Something that always surprises me about Thailand is people’s ability to smile despite owning a dire-looking face seconds before. Countless times I’ve walked or biked down the road and seen a Thai person up ahead who looks to be glaring at me and in no way looks like he/she is in a good enough mood to smile. Despite my pessimistic outlook, I bring out my best smile and say, “Sa-wat-dii krap!” Nine times out of ten that person’s face will brighten up and return the smile and greeting. It’s amazing!
I say this is so amazing being an American … an American who has spent a good chunk of his life in Wisconsin. Don’t get me wrong, I love Wisconsin, but there are a few Wisconsinites who have rubbed me the wrong way. This situation was common in Cornell. Even though I blend in with the majority (male, white, beer in my system) I sometimes felt I stuck out. Most people are polite enough on the streets – at the least they look the other way and don’t make eye contact when I pass or at the most, they smile and say, “Hello.”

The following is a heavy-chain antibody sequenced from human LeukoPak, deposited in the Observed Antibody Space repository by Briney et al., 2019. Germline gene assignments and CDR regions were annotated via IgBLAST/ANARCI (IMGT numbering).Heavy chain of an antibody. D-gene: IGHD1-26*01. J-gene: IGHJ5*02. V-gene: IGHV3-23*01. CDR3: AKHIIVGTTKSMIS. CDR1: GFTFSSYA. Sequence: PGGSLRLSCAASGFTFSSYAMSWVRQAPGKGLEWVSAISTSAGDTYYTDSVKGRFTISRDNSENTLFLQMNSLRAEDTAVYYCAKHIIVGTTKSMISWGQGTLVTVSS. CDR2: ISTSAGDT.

There is, however, the other people I pass. This is the guy (most of the time) who glares at me, much like some Thai people, and continues to glare and not say anything after I’ve smiled and said, “Hello.” This is difference between Cornell, Wisconsin, and anywhere in Thailand. The Thai people are probably thinking, Who’s this white dude and what’s he doing here? Then I say, Sa-wat-dii krap,” and their mind changes to, “The white dude can speak Thai! (Expletive)! He’s white, yet he’s one of us! I like this guy.
Am I exaggerating the residents of Cornell? Yes. I am exaggerating the people of Thailand? No. Well, maybe their inner thoughts, but not their smiles. It’s so easy to walk through a neighborhood, hear someone yell to you and then walk into their yard and start talking. There are no boundaries in Thailand. I feel welcome everywhere. I have no qualms about getting lost on my bike because I know every house I walk up to will give me directions and probably water and desserts, too.
I feel as though I hit the Peace Corps jackpot.